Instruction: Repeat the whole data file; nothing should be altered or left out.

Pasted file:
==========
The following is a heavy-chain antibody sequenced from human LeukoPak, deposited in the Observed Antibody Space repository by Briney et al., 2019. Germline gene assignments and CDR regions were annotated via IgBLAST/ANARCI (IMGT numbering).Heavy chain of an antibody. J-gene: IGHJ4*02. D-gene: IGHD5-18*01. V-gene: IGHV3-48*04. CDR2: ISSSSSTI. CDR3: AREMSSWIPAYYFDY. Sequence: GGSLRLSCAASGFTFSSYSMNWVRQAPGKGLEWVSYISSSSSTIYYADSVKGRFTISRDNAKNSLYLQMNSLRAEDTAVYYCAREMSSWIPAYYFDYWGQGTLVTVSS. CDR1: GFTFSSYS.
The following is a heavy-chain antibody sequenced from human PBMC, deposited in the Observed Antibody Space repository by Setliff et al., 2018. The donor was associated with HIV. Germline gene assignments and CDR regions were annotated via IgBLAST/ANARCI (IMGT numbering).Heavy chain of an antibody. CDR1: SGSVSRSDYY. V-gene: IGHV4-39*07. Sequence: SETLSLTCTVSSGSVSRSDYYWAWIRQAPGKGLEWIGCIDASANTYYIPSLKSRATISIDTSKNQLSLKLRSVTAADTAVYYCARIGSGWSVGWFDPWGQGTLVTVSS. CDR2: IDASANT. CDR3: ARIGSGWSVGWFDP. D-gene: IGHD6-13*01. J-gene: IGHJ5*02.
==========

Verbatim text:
The following is a heavy-chain antibody sequenced from human LeukoPak, deposited in the Observed Antibody Space repository by Briney et al., 2019. Germline gene assignments and CDR regions were annotated via IgBLAST/ANARCI (IMGT numbering).Heavy chain of an antibody. J-gene: IGHJ4*02. D-gene: IGHD5-18*01. V-gene: IGHV3-48*04. CDR2: ISSSSSTI. CDR3: AREMSSWIPAYYFDY. Sequence: GGSLRLSCAASGFTFSSYSMNWVRQAPGKGLEWVSYISSSSSTIYYADSVKGRFTISRDNAKNSLYLQMNSLRAEDTAVYYCAREMSSWIPAYYFDYWGQGTLVTVSS. CDR1: GFTFSSYS.
The following is a heavy-chain antibody sequenced from human PBMC, deposited in the Observed Antibody Space repository by Setliff et al., 2018. The donor was associated with HIV. Germline gene assignments and CDR regions were annotated via IgBLAST/ANARCI (IMGT numbering).Heavy chain of an antibody. CDR1: SGSVSRSDYY. V-gene: IGHV4-39*07. Sequence: SETLSLTCTVSSGSVSRSDYYWAWIRQAPGKGLEWIGCIDASANTYYIPSLKSRATISIDTSKNQLSLKLRSVTAADTAVYYCARIGSGWSVGWFDPWGQGTLVTVSS. CDR2: IDASANT. CDR3: ARIGSGWSVGWFDP. D-gene: IGHD6-13*01. J-gene: IGHJ5*02.